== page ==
Hopefully this wasn't too confusing and gives you a few ideas.

  3. #3
    Join Date
    Jan 2003
    Location
    Manitoba Canada
    Posts
    6,226

    Post

    >>What do some of you use to get the job of straining and bottling done? I'd kind of like to do it all with one piece of equipment and be able to heat too, just enough to get it through the stainer.

    All really you need is a settling tank. At the end of your honey pump line into your tank, clamp on some nylon. It will take out any the wax the sump doesn't remove. Fill the tank up and let stand for a day or so, warmed is better and the honey will clear itself. Bottle straight into your pails. I don't like to strain too much becasue it takes alot of the natural taste from the honey. But I am real careful about keeping dust and stuff out of the supers while removing from the hives and extracting.
    My tank is a cheap SS milk tank, but I can't heat it becasuse the cooler lines inside are corroded. I don't heat my sump becasue the water jacket leaks also. All works just the same with the honey house at 32 degrees C.
    My advice, don't get caught up with all this expensive new equipment, especially a sideliner of your size. Old equipment is better suited for you price wise and will do the job just the same. I would recomend buying a SS holding tank though, galvanized for the rest makes no difference. I sell the whitest honey a beekeeper can produce through an old 36 frame Jones galvanized extractor...

    Ian

  4. #4
    Join Date
    Sep 2003
    Location
    Pennsylvania
    Posts
    27

    Post

    Thanks Ian and tarheit. I'm not yet at the stage of getting a sump and honey pump, and I was considering a double boiler type thing. I've aquired a used Kelley 33-frame extractor for $800 and a Cowen uncapper and wax melter and a steam generator for $1100. Everything is in great working condition, so I think I'm doing pretty well. I think tarheit's honey processing sounds more like what I'm doing, as far as dumping 5 gallon buckets. I just need to get a piece of equipment to to the straining and bottling. This year's honey crop is not to fabulous, so I don't think I would need a holding/settling tank this year, but when I do, an old square milk tank is what I would be able to get. The only thing is a place to put all this stuff! Thanks again!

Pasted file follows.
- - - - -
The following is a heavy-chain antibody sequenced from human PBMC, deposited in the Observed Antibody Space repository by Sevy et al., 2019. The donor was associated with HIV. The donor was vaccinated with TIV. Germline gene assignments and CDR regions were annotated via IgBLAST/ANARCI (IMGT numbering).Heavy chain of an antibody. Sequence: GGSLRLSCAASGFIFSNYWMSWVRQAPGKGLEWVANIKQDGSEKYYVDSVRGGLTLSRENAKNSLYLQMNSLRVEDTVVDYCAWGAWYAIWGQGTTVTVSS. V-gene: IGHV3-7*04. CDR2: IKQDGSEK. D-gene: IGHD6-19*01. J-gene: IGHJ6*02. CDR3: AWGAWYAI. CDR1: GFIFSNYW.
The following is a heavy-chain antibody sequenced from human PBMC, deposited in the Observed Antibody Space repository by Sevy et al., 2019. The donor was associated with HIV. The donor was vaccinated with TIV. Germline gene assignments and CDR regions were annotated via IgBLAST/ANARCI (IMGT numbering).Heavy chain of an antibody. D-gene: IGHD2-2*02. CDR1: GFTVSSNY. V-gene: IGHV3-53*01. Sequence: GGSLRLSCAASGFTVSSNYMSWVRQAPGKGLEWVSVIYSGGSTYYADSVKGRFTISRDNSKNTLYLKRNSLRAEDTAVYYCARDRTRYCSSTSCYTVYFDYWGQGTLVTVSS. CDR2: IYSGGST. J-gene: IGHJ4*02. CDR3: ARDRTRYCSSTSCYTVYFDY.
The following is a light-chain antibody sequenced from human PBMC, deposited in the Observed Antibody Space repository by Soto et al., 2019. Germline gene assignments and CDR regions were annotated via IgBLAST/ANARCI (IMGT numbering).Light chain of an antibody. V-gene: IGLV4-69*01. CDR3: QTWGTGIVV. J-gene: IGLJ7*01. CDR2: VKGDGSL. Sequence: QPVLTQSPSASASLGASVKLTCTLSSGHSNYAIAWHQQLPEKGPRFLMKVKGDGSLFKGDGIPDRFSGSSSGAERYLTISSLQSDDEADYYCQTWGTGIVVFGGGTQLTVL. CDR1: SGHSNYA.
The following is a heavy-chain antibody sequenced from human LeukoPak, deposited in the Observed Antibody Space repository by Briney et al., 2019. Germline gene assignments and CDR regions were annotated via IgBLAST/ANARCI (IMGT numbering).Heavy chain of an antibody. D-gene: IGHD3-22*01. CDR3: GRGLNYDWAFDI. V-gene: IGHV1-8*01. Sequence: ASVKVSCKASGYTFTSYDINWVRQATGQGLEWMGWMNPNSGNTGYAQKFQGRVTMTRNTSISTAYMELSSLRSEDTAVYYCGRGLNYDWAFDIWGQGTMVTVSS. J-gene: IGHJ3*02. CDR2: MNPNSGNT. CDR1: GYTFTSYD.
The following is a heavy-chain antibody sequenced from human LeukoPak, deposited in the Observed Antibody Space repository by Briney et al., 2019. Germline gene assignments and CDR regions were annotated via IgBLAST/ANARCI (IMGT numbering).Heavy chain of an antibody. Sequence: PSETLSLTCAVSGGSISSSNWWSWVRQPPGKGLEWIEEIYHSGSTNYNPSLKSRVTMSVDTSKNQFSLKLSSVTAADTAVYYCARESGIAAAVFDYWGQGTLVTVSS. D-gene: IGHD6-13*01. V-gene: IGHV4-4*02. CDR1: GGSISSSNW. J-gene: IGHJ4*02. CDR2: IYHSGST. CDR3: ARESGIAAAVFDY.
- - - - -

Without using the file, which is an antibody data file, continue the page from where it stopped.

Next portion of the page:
5. #5
    Join Date
    Mar 2003
    Location
    Westfield, MA, USA
    Posts
    28

    Post

    What temperature do you run your double boiler at?
    Thanks
    Mike

  6. #6
    Join Date
    May 2000
    Location
    Fremont, New Hampshire, USA
    Posts
    695

    Smile

    "an old square milk tank"
    That's what I did! Only mine is round.
    Got it for a steal. The dairy farm down
    the road had a fire and their insurance
    company replaced all of the equipment in the palor. I got a 150 gallon tank, less the compressor for $50 US. Someday I hope to hook
    up a water heater/circulator and pump warm water through
    the coils. The only problem I had was with the outlet value. Strange threads! I went and bought a rubber coupler/reducer to go from the 1 1/2" outlet to a 1" valve.

  7. #7
    Join Date
    Mar 2003
    Location
    Lima, Ohio, USA
    Posts
    726

    Post

    The double boiler was set at about 110, though the honey never really got that hot though since it really wasn't in the tank long enough to warm up to full temperature, and I was adding a new bucket everytime the level in the tank dropped enough. I kept the room temperature around 85-90 degrees which may have done just as well.